Just when it seemed the summer movie season had ended, two of NASA's Great Observatories have produced their own action movie. Multiple observations made over several months with NASA's Chandra X-ray Observatory and the Hubble Space Telescope captured the spectacle of matter and antimatter propelled to nearly the speed of light by the Crab pulsar, a rapidly rotating neutron star the size of Manhattan.
"Through this movie, the Crab Nebula has come to life," said Jeff Hester of Arizona State University in Tempe, lead author of a paper in the September 20 issue of The Astrophysical Journal Letters. "We can see how this awesome cosmic generator actually works."
The Crab was first observed by Chinese astronomers in A.D. 1054 and has since become one of the most studied objects in the sky. By combining the power of Chandra and Hubble, the movie reveals features never before seen in still images. By understanding the Crab, astronomers hope to unlock the secrets of how similar objects across the universe are powered.
Bright wisps can be seen moving outward at half the speed of light to form an expanding ring, visible in both x-ray and optical images. These wisps appear to originate from a shock wave that shows up as an inner x-ray ring. This ring consists of about two dozen knots that form, brighten and fade, jitter around, and occasionally undergo outbursts that give rise to expanding clouds of particles, but remain in roughly the same location.
"These data leave little doubt that the inner x-ray ring is the location of the shock wave that turns the high-speed wind from the pulsar into extremely energetic particles," said Koji Mori of Penn State University in University Park, a coauthor of the paper.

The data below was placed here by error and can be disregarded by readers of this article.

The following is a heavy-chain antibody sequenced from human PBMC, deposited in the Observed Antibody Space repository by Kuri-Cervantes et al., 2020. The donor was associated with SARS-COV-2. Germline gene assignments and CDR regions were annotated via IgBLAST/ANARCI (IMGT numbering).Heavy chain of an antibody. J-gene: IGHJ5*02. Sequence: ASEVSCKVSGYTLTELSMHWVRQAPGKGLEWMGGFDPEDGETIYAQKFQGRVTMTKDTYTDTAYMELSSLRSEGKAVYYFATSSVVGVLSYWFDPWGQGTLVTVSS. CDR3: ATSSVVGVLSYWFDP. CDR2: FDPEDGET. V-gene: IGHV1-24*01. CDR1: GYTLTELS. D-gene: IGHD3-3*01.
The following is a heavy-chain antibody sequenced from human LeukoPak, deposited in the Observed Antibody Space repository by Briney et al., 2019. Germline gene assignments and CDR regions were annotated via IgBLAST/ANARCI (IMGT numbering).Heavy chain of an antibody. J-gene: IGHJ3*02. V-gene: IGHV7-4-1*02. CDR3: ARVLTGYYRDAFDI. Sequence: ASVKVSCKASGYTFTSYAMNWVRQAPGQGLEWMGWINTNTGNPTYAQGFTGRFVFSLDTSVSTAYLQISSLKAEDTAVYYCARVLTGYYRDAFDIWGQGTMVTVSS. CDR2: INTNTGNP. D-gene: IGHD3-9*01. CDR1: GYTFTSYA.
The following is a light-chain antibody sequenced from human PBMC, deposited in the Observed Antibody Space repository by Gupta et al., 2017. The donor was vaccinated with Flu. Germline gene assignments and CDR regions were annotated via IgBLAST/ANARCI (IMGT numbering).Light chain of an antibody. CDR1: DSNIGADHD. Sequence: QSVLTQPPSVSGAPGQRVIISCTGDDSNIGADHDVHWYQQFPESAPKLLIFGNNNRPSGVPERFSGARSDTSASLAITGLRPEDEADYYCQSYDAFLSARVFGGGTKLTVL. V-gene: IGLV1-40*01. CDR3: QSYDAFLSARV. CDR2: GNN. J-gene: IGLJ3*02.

Another dramatic feature of the movie is a turbulent jet that lies perpendicular to the inner and outer rings. Violent internal motions are obvious, as is a slow motion outward into the surrounding nebula of particles and magnetic field.
"The jet looks like steam from a high-pressure boiler," said David Burrows of Penn State, another coauthor of the paper, "except when you realize you are looking at a stream of matter and anti-matter electrons moving at half the speed of light!"
The inner region of the Crab Nebula around the pulsar was observed with Hubble on 24 occasions between August 2000 and April 2001 at 11-day intervals, and with Chandra on eight occasions between November 2000 and April 2001. The Crab was observed with Chandra's Advanced CCD Imaging Spectrometer and Hubble's Wide-Field Planetary Camera.
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